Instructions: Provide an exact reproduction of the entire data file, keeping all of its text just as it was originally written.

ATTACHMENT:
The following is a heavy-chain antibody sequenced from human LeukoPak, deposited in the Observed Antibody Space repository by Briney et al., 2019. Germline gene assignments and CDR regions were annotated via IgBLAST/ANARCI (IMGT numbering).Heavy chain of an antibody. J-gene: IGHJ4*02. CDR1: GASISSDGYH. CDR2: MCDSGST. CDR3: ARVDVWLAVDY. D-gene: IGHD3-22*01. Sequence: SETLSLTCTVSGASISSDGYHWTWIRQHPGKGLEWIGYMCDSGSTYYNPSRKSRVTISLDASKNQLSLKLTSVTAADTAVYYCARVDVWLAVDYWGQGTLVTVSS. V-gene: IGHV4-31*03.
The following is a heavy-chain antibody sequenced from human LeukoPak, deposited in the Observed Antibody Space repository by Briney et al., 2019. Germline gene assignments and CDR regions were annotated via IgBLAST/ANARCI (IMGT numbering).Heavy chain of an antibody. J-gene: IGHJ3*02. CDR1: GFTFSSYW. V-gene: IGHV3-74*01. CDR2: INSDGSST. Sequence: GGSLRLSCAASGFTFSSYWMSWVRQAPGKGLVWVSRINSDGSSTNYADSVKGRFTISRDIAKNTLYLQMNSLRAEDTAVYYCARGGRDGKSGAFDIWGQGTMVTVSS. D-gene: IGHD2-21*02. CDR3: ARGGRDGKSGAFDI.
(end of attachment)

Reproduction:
The following is a heavy-chain antibody sequenced from human LeukoPak, deposited in the Observed Antibody Space repository by Briney et al., 2019. Germline gene assignments and CDR regions were annotated via IgBLAST/ANARCI (IMGT numbering).Heavy chain of an antibody. J-gene: IGHJ4*02. CDR1: GASISSDGYH. CDR2: MCDSGST. CDR3: ARVDVWLAVDY. D-gene: IGHD3-22*01. Sequence: SETLSLTCTVSGASISSDGYHWTWIRQHPGKGLEWIGYMCDSGSTYYNPSRKSRVTISLDASKNQLSLKLTSVTAADTAVYYCARVDVWLAVDYWGQGTLVTVSS. V-gene: IGHV4-31*03.
The following is a heavy-chain antibody sequenced from human LeukoPak, deposited in the Observed Antibody Space repository by Briney et al., 2019. Germline gene assignments and CDR regions were annotated via IgBLAST/ANARCI (IMGT numbering).Heavy chain of an antibody. J-gene: IGHJ3*02. CDR1: GFTFSSYW. V-gene: IGHV3-74*01. CDR2: INSDGSST. Sequence: GGSLRLSCAASGFTFSSYWMSWVRQAPGKGLVWVSRINSDGSSTNYADSVKGRFTISRDIAKNTLYLQMNSLRAEDTAVYYCARGGRDGKSGAFDIWGQGTMVTVSS. D-gene: IGHD2-21*02. CDR3: ARGGRDGKSGAFDI.